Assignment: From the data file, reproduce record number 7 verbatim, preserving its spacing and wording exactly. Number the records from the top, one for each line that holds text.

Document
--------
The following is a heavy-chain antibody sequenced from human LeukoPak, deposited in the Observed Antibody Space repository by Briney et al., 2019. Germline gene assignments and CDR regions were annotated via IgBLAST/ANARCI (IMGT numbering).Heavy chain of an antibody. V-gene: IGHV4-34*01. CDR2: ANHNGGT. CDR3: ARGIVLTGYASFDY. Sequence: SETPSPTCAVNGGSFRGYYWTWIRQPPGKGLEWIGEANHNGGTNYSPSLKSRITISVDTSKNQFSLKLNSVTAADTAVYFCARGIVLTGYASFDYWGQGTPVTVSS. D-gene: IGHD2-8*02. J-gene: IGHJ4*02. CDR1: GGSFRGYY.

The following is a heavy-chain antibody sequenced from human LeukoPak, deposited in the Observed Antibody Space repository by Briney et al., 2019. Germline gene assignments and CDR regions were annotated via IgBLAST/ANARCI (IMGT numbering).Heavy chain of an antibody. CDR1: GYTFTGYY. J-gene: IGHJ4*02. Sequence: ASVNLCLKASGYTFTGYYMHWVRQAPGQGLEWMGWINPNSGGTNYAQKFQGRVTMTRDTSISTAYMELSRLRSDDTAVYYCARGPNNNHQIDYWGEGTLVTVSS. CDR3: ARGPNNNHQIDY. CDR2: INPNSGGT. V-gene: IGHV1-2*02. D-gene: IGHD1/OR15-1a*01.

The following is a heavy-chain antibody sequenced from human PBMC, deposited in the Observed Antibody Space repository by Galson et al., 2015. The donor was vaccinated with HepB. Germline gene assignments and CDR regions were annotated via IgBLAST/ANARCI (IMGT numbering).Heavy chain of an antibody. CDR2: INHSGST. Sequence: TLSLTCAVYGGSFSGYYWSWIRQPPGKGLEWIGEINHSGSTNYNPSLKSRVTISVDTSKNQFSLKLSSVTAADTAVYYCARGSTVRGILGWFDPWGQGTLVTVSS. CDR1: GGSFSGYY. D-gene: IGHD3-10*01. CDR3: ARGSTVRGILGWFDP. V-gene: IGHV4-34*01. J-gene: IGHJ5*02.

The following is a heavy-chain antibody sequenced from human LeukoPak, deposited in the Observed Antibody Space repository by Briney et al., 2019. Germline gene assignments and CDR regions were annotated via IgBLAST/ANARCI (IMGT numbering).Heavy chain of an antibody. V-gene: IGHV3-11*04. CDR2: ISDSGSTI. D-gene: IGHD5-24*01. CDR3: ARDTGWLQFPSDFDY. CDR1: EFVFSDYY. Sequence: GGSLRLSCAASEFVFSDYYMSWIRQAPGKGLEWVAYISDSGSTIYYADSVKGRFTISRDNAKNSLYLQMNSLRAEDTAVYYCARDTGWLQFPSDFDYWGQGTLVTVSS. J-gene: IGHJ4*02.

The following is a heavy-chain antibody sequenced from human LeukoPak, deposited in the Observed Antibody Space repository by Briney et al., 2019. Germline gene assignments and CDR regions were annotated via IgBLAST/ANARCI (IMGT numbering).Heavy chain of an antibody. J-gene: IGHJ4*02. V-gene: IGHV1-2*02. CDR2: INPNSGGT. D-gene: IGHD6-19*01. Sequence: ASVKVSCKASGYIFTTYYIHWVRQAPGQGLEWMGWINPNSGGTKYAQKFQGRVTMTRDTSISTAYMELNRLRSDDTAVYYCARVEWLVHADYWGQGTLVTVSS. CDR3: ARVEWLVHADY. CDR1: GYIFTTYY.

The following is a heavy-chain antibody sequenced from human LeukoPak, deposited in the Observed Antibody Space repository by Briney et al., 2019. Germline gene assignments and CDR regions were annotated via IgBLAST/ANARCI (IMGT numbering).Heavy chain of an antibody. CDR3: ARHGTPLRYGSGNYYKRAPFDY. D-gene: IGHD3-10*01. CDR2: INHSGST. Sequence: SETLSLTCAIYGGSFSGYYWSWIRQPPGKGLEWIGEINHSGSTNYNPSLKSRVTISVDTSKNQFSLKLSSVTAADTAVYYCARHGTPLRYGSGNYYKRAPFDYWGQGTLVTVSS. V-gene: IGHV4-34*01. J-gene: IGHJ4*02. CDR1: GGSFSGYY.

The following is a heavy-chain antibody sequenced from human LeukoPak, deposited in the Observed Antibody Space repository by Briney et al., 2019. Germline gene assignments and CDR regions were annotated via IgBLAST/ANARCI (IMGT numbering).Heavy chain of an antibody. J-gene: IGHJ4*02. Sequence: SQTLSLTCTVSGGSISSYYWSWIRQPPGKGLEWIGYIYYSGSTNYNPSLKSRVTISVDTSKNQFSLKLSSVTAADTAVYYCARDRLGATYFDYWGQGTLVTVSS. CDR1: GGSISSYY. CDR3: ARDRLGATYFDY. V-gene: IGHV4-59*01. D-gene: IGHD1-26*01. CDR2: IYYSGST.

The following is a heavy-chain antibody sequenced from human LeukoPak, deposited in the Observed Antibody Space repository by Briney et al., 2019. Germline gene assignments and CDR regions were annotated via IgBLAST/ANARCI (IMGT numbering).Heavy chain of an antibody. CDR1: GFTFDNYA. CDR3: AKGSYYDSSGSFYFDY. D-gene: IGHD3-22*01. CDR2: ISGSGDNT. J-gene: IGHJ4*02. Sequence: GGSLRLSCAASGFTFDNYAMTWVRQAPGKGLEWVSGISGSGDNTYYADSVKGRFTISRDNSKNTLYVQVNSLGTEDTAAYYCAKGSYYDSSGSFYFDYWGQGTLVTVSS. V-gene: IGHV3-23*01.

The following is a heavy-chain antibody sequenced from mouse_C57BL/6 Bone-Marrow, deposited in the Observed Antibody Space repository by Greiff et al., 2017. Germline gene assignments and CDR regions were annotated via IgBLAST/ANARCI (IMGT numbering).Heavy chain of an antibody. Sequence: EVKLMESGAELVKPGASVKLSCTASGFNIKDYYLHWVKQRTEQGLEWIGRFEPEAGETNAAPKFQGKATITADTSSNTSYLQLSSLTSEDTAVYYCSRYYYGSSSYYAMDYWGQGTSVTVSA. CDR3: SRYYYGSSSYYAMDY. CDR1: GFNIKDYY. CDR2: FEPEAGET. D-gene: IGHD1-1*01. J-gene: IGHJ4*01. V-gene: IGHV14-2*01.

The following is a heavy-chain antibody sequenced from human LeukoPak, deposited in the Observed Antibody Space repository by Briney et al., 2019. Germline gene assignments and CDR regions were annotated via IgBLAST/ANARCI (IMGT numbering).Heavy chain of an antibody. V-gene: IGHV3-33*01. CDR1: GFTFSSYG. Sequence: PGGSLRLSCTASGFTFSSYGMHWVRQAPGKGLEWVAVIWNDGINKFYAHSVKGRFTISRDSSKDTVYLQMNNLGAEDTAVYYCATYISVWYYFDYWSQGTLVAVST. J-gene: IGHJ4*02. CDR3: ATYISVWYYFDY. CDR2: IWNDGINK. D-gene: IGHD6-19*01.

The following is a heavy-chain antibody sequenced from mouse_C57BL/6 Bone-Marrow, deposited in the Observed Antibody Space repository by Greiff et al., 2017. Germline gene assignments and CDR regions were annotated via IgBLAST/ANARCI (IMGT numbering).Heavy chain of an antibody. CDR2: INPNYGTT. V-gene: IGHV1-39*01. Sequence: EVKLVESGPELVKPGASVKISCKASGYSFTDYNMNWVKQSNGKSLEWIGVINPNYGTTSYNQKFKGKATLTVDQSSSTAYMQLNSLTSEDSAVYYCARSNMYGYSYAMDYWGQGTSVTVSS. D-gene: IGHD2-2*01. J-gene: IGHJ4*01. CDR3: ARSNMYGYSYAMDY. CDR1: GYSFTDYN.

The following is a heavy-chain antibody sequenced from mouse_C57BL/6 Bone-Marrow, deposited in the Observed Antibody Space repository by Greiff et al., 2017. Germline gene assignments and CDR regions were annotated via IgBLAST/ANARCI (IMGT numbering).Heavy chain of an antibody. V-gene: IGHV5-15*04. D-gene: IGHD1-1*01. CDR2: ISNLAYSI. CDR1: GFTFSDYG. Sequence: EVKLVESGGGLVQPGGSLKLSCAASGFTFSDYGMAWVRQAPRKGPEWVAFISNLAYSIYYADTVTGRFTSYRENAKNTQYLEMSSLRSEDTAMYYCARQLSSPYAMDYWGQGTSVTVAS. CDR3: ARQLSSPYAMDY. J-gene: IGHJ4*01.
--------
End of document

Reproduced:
The following is a heavy-chain antibody sequenced from human LeukoPak, deposited in the Observed Antibody Space repository by Briney et al., 2019. Germline gene assignments and CDR regions were annotated via IgBLAST/ANARCI (IMGT numbering).Heavy chain of an antibody. J-gene: IGHJ4*02. Sequence: SQTLSLTCTVSGGSISSYYWSWIRQPPGKGLEWIGYIYYSGSTNYNPSLKSRVTISVDTSKNQFSLKLSSVTAADTAVYYCARDRLGATYFDYWGQGTLVTVSS. CDR1: GGSISSYY. CDR3: ARDRLGATYFDY. V-gene: IGHV4-59*01. D-gene: IGHD1-26*01. CDR2: IYYSGST.